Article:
Goals are the underpinning for any success. Your business, your athletics, you hobbies, your life itself are all keyed off of goal setting. Every successful person I know is incredibly goal oriented. Successful individuals determine their desires and focus intensely on achieving them.
The last twenty years have seen an explosion in goal setting evaluation. Indeed, a number of studies have shown empirical evidence that written goal setting provides significant improvement in achievement.
If you accept that goal setting and seeking is so valuable, you must be asking yourself “Why don’t more people set clearly defined goals?” I will tell you that even I am astonished by how often I encounter individuals (particularly entrepreneurs) floundering about in pursuit of some ambiguous “success,” rather than following a road-map that ends in specific goals. I think there are three primary obstacles that prevent people from focusing intensely on goal setting.
- They Don’t Know the Importance of Goals. Before you read the preceding section, how critical did you think it was to set goals in your personal and business lives? It seems that most people don’t realize the value of goal setting. Most Americans receive no formal education regarding goal setting in either high-school or college. Given this, many people are raised in households where goal setting is effectively non-existent. As adults, many individuals work in environments and socialize with friends where goal setting is never discussed or addressed. Still not convinced? Make a list of your family, friends and colleagues. How many people on your list do you think regularly engage in goal setting activities?
- They Don’t Know How. Once someone understands the power and value of goals, they often find themselves facing another obstacle – what to do next. I received a Bachelors Degree from a well regarded institution in Washington, D.C. and a MBA from one of the top ranked schools in the nation. In six years of post-secondary education, not once did I receive any instruction in regards to goal setting. It seems clear that one of the major reasons for lack of goal setting is that people don’t know how to set goals in the first place. Please note, I’m talking about properly constituted goals (see below). Almost everyone has daydreams or wishes. A desire to “be rich” or “famous” or even “happy” is not a goal, however. The lack of a process and framework for goal setting holds many people back from determining and achieving their goals.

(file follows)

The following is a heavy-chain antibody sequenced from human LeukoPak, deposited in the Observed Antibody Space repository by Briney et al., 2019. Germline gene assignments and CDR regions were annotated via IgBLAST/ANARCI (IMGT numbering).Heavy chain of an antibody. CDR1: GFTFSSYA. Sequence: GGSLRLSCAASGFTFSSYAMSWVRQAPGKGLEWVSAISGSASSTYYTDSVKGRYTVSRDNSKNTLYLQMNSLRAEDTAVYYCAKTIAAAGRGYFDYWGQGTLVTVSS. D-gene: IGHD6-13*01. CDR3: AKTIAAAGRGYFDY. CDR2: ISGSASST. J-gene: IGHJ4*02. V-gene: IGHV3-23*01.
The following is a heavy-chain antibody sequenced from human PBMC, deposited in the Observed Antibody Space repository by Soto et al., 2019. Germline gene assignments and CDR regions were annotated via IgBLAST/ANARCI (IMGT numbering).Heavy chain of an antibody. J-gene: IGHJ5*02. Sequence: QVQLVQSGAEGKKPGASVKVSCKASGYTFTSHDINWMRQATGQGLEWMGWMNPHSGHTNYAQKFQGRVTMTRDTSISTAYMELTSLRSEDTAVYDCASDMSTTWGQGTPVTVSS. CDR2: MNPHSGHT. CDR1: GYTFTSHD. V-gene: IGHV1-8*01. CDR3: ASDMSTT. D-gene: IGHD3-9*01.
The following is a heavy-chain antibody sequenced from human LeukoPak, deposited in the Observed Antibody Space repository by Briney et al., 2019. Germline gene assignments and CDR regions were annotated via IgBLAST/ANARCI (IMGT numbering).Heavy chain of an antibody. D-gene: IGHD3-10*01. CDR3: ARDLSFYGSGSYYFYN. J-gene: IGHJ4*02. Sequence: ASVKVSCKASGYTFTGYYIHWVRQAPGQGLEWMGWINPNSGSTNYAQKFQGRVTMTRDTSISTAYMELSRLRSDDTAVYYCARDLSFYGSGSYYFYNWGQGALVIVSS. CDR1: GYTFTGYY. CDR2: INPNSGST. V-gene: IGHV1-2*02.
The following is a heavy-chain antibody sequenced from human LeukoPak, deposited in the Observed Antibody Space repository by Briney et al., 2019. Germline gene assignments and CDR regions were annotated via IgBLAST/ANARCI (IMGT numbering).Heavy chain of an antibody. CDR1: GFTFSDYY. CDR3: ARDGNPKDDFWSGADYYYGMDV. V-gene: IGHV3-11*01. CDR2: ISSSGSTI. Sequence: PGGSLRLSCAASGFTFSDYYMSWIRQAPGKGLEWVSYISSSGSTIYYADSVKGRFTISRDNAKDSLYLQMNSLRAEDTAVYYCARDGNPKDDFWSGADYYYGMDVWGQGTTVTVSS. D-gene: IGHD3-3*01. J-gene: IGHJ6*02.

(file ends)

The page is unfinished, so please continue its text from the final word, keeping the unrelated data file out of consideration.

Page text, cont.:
- They Don’t Want to Fail. The third primary reason for the lack of goal setting has to do with fear. People are afraid of failing. After all, failure is highly unpleasant. It hurts emotionally when we fail at anything. We’ve all failed at something at one time or another in our lives. Think about your reaction after a failure (large or small). What do you do once you’ve overcome the initial burst of emotion? Most people focus on avoiding failure in the future so they don’t have to feel that emotional pain. One of the easiest ways of avoiding failure is not to overreach yourself. As a result, many people that have overcome the first two obstacles to goal setting stumble at the end. They set goals that are too easily achievable in order to avoid failure. People that “soft-pedal” their goal setting go through life without ever employing their full capabilities.
LEAP to Success
I like to advise beginning goal setters that they need to LEAP into the process. LEAP, of course, is an acronym that sets forth four (of six) primary components of good goals. In order to achieve your goals, they need to be: Likely, Exact, Assessable, Personal. And just as you must take the action to LEAP, your goals themselves must also be actionable. Let’s examine each of these components in a bit more detail before proceeding:
- Likely. Although goal setting should begin with an “all-is-possible” approach, your final goals will be specific and achievable. It is important to make your goals challenging but realistic. Goals should be rooted in the world as it actually exists, rather than how you’d like it to be. A friend of mine, Tara, decided she was overweight. She weighed 160 pounds and wanted to lose thirty pounds. After some research, Tara decided that she wanted to lose 2 ½ pounds per week for twelve weeks (I’ll address the proper phraseology of this goal shortly). While this was a challenging goal, it was realistic. Tara could likely achieve her goal, if she determined an action plan and followed through. On the other hand, if Tara had decided that her goal was to lose all the weight in two weeks, the likelihood of her achieving that goal would have been small indeed. Bear in mind that if you do not set goals that you are likely to achieve, you will end up demotivating yourself due to regular failure to meet your goals.